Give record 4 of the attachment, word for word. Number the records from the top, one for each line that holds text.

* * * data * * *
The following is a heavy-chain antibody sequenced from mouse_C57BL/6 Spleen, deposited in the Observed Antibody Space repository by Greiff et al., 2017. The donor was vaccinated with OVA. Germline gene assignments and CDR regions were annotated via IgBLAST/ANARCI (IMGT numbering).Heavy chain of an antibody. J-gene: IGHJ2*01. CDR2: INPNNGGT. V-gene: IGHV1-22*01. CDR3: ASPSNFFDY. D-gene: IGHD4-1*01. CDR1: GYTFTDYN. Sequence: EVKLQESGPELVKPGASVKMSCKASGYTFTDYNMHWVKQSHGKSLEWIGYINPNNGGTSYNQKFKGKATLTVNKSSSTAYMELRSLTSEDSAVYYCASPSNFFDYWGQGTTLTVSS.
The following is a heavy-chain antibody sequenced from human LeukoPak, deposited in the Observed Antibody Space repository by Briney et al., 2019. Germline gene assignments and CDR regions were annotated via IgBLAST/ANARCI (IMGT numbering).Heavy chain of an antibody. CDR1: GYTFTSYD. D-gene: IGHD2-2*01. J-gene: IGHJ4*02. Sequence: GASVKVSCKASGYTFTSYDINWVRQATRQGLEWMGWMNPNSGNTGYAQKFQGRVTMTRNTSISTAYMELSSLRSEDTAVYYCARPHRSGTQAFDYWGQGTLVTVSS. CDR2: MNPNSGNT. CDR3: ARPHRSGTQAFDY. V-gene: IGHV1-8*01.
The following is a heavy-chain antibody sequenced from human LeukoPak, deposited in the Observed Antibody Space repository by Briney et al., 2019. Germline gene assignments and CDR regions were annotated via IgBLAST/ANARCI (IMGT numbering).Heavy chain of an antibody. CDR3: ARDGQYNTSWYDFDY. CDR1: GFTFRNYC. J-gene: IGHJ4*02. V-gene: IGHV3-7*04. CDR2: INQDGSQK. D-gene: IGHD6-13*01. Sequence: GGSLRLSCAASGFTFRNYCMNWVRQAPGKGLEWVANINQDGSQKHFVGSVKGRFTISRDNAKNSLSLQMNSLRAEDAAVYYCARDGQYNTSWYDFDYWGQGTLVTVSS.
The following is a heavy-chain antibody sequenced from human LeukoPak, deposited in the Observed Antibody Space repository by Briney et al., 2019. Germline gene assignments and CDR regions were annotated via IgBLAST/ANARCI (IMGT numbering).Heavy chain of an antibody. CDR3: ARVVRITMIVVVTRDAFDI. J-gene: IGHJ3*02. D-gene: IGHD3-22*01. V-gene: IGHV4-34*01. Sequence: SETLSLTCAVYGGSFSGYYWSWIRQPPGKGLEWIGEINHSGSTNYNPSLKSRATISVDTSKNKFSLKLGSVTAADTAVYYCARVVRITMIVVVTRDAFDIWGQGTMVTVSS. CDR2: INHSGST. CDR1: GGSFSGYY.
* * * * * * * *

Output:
The following is a heavy-chain antibody sequenced from human LeukoPak, deposited in the Observed Antibody Space repository by Briney et al., 2019. Germline gene assignments and CDR regions were annotated via IgBLAST/ANARCI (IMGT numbering).Heavy chain of an antibody. CDR3: ARVVRITMIVVVTRDAFDI. J-gene: IGHJ3*02. D-gene: IGHD3-22*01. V-gene: IGHV4-34*01. Sequence: SETLSLTCAVYGGSFSGYYWSWIRQPPGKGLEWIGEINHSGSTNYNPSLKSRATISVDTSKNKFSLKLGSVTAADTAVYYCARVVRITMIVVVTRDAFDIWGQGTMVTVSS. CDR2: INHSGST. CDR1: GGSFSGYY.